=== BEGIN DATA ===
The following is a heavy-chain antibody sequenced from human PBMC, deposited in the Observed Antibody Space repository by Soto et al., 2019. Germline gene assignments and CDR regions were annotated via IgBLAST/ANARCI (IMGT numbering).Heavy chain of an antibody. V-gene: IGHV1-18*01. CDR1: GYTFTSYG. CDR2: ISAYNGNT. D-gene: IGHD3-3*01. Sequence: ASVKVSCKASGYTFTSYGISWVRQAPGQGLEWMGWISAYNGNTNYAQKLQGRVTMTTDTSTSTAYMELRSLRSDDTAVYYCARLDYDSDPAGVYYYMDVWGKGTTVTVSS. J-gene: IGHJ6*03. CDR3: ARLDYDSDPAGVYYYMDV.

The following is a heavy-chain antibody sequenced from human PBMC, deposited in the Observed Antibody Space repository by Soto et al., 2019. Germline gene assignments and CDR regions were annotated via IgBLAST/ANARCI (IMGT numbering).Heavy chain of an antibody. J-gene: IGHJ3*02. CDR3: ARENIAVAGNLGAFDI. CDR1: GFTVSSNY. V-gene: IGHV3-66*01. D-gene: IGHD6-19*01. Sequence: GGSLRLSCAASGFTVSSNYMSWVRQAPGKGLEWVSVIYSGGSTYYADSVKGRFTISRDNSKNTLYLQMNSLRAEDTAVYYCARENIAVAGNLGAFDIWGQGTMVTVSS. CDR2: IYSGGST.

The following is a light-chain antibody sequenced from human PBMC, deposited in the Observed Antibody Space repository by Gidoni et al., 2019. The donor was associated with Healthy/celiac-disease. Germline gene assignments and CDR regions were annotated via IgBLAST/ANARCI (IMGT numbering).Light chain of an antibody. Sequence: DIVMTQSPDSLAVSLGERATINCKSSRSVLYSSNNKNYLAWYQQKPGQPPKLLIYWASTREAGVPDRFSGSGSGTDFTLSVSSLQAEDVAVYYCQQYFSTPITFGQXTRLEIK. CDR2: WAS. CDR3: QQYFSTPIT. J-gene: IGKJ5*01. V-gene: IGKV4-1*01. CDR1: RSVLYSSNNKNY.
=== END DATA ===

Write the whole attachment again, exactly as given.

The following is a heavy-chain antibody sequenced from human PBMC, deposited in the Observed Antibody Space repository by Soto et al., 2019. Germline gene assignments and CDR regions were annotated via IgBLAST/ANARCI (IMGT numbering).Heavy chain of an antibody. V-gene: IGHV1-18*01. CDR1: GYTFTSYG. CDR2: ISAYNGNT. D-gene: IGHD3-3*01. Sequence: ASVKVSCKASGYTFTSYGISWVRQAPGQGLEWMGWISAYNGNTNYAQKLQGRVTMTTDTSTSTAYMELRSLRSDDTAVYYCARLDYDSDPAGVYYYMDVWGKGTTVTVSS. J-gene: IGHJ6*03. CDR3: ARLDYDSDPAGVYYYMDV.

The following is a heavy-chain antibody sequenced from human PBMC, deposited in the Observed Antibody Space repository by Soto et al., 2019. Germline gene assignments and CDR regions were annotated via IgBLAST/ANARCI (IMGT numbering).Heavy chain of an antibody. J-gene: IGHJ3*02. CDR3: ARENIAVAGNLGAFDI. CDR1: GFTVSSNY. V-gene: IGHV3-66*01. D-gene: IGHD6-19*01. Sequence: GGSLRLSCAASGFTVSSNYMSWVRQAPGKGLEWVSVIYSGGSTYYADSVKGRFTISRDNSKNTLYLQMNSLRAEDTAVYYCARENIAVAGNLGAFDIWGQGTMVTVSS. CDR2: IYSGGST.

The following is a light-chain antibody sequenced from human PBMC, deposited in the Observed Antibody Space repository by Gidoni et al., 2019. The donor was associated with Healthy/celiac-disease. Germline gene assignments and CDR regions were annotated via IgBLAST/ANARCI (IMGT numbering).Light chain of an antibody. Sequence: DIVMTQSPDSLAVSLGERATINCKSSRSVLYSSNNKNYLAWYQQKPGQPPKLLIYWASTREAGVPDRFSGSGSGTDFTLSVSSLQAEDVAVYYCQQYFSTPITFGQXTRLEIK. CDR2: WAS. CDR3: QQYFSTPIT. J-gene: IGKJ5*01. V-gene: IGKV4-1*01. CDR1: RSVLYSSNNKNY.